Worldwide, Volkswagen said 11 million vehicles â€” including almost half a million in the U.S. and an unknown number in Canada â€” have been equipped with a "defeat device" aimed at fooling emissions tests while secretly allowing the cars to belch out far more pollutants than advertised under real-world conditions.
Although the company still doesn't know exactly how many vehicles in Canada are affected, Environment Canada estimates there are about 100,000 Volkswagen diesel engines on the road in Canada, many of which may be included. VW has made a list of all the models and model-years that may be impacted, which includes a searchable VIN database for drivers to see if their cars are known to have the defeat device installed.
Canadian owners of affected 2.0L TDI diesel vehicles were informed by the company recently if they are eligible for a package of credits that includes:
$500 for use at Volkswagen dealerships.
A further $500 for use at their Volkswagen dealership or anywhere credit cards are accepted.
No-charge 24-hour roadside assistance for three years, with unlimited mileage.
Monday is the first day that Volkswagen owners are able to sign up for the program, which had been previously reported on with vague details. But as of Monday, owners are instructed to input their information at a website Volkswagen Canada has set up to handle the problem in Canada, and the company says signing up for the program does not forfeit the owner's right to take part in lawsuits or other forms of compensation.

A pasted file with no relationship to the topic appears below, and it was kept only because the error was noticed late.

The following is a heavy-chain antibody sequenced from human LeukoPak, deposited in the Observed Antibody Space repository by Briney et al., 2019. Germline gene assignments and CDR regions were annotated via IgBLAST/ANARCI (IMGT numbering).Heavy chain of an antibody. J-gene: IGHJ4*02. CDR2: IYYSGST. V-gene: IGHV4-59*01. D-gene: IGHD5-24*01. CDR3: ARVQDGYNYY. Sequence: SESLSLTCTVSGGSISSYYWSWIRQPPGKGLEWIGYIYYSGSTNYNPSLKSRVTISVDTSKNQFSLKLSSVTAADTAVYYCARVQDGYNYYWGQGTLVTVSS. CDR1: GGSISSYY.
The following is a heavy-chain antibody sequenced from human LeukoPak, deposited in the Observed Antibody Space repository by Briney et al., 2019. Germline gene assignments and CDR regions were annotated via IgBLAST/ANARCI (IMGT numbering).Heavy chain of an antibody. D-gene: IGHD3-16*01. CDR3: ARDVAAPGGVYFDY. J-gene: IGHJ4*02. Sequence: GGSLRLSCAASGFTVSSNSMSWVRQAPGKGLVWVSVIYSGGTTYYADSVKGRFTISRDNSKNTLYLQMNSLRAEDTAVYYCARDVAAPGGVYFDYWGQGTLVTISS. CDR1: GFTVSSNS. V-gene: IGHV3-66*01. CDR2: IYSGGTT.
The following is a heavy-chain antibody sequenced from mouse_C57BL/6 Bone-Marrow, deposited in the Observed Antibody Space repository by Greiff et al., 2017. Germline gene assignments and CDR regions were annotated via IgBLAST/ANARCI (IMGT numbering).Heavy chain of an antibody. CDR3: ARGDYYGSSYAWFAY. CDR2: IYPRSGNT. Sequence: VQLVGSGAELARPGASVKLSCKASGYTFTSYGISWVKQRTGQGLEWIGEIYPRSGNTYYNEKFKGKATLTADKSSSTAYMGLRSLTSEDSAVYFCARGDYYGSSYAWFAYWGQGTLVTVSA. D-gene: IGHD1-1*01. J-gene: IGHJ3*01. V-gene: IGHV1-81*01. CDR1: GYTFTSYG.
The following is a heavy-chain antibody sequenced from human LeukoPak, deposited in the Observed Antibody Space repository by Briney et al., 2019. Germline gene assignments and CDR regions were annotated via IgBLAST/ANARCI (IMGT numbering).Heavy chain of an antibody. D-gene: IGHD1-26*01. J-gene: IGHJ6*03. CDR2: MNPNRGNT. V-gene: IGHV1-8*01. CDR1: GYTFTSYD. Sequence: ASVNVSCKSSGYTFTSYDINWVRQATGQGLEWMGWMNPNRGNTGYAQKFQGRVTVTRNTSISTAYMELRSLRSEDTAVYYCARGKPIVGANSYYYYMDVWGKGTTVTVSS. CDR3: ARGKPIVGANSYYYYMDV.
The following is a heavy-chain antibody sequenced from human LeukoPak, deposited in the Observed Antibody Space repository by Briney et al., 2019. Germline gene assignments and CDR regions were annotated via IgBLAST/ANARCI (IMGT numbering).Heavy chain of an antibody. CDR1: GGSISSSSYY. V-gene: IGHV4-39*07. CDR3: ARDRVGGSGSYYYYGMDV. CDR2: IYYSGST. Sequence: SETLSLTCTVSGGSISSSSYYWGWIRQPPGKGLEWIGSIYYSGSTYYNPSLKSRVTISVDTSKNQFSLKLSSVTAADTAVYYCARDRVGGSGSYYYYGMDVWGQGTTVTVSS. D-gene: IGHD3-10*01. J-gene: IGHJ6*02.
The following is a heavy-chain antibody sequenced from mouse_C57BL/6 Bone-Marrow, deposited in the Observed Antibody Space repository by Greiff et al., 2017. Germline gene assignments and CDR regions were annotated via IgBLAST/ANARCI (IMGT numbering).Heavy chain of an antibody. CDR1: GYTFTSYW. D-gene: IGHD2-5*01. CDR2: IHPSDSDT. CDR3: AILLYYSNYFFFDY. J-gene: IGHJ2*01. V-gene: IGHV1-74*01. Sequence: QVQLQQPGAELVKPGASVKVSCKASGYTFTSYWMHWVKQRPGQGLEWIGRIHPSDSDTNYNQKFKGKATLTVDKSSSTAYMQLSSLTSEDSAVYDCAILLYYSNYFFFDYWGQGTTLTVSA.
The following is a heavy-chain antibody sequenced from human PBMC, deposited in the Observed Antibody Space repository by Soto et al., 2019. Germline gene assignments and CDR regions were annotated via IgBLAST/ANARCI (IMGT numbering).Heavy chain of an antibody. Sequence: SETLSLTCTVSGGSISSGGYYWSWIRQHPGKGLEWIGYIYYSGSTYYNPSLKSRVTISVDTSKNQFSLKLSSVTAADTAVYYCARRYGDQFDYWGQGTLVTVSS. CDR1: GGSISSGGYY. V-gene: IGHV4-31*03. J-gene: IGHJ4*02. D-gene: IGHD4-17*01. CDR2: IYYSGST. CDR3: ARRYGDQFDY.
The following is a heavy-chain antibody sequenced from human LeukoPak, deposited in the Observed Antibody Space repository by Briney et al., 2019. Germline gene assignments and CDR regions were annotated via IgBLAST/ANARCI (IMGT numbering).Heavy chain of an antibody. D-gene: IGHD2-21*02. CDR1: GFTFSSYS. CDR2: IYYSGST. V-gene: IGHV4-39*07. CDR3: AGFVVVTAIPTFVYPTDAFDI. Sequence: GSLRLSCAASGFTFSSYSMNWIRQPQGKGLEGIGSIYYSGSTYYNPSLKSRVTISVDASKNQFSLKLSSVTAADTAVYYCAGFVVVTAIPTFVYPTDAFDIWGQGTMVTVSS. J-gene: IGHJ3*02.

The move is an olive branch to angry VW drivers with cars they paid a premium to own that are now mired in a dark cloud.
But almost three months after problems with VW engines were first uncovered, the company still has no actual fix for the engines themselves.
Environment Canada is working with U.S. regulators including the U.S. Environmental Protection Agency and California Air Resources Board on a potential fix for the engines, but so far neither the regulators nor the company itself have offered any sort of concrete plan or timeline for that.
"At the present time, there is no firm timeline as to when a fix will be in place," VW spokesman Thomas Tetzlaff told CBC News recently. "Our engineers continue to work diligently with regulators to develop an effective solution and, once in place, we will communicate directly with our customers."
Even if a fix comes soon, drivers face another problem down the line in that it is extremely unlikely that the company will come up with a remedy that doesn't ultimately negatively impact engine performance, either in terms of fuel economy or power â€” two factors Volkswagen owners paid a premium for.
And ultimately, while governments can to varying degrees mandate car companies to issue recalls, there's technically no easy legal way for the companies to force drivers to come in and have their cars equipped with new software or technology that would likely make the vehicle perform worse than the drivers were used to on some level.
(courtesy of CBC News)